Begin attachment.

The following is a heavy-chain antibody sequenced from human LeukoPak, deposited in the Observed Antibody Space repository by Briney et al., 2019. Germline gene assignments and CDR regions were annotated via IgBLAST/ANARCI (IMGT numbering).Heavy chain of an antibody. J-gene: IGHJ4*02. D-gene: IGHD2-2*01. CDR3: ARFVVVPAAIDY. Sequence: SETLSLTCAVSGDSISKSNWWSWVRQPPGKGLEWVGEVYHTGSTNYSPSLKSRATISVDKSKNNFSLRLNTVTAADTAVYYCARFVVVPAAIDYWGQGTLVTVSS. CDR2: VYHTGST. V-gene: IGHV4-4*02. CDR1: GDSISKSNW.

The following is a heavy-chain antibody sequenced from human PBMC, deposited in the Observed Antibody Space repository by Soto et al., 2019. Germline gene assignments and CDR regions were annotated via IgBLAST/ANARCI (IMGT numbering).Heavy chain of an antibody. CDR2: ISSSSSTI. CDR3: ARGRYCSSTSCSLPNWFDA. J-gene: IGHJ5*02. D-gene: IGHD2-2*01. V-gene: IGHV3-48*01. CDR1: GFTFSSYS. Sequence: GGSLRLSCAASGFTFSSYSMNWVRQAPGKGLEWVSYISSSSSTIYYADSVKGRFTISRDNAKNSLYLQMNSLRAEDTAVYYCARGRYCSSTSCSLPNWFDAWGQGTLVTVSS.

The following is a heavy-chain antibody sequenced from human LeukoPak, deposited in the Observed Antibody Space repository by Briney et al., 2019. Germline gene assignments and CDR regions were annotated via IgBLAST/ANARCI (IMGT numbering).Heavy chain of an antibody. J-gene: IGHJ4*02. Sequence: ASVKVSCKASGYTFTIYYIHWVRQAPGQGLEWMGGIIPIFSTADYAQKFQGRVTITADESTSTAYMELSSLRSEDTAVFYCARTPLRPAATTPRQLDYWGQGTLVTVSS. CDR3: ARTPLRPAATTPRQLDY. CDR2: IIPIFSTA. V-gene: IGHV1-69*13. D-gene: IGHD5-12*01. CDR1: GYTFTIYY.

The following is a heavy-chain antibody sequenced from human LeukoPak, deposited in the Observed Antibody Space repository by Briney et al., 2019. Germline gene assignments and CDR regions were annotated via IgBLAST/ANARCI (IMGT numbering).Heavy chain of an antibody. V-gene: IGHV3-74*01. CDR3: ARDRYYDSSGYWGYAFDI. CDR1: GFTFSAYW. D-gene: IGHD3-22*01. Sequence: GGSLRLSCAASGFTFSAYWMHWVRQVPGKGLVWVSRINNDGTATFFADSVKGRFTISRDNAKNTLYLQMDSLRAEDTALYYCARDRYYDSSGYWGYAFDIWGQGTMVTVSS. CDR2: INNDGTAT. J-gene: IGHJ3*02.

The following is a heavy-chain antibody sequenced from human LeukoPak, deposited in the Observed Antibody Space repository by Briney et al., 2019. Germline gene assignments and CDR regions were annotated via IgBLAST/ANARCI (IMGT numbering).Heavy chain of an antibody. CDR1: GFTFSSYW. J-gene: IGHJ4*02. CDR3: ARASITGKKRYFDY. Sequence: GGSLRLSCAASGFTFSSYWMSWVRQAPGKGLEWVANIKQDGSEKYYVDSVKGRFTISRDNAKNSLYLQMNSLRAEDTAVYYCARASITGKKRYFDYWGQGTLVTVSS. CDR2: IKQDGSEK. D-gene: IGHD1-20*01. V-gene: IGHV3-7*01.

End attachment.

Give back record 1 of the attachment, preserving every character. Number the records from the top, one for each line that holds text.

The following is a heavy-chain antibody sequenced from human LeukoPak, deposited in the Observed Antibody Space repository by Briney et al., 2019. Germline gene assignments and CDR regions were annotated via IgBLAST/ANARCI (IMGT numbering).Heavy chain of an antibody. J-gene: IGHJ4*02. D-gene: IGHD2-2*01. CDR3: ARFVVVPAAIDY. Sequence: SETLSLTCAVSGDSISKSNWWSWVRQPPGKGLEWVGEVYHTGSTNYSPSLKSRATISVDKSKNNFSLRLNTVTAADTAVYYCARFVVVPAAIDYWGQGTLVTVSS. CDR2: VYHTGST. V-gene: IGHV4-4*02. CDR1: GDSISKSNW.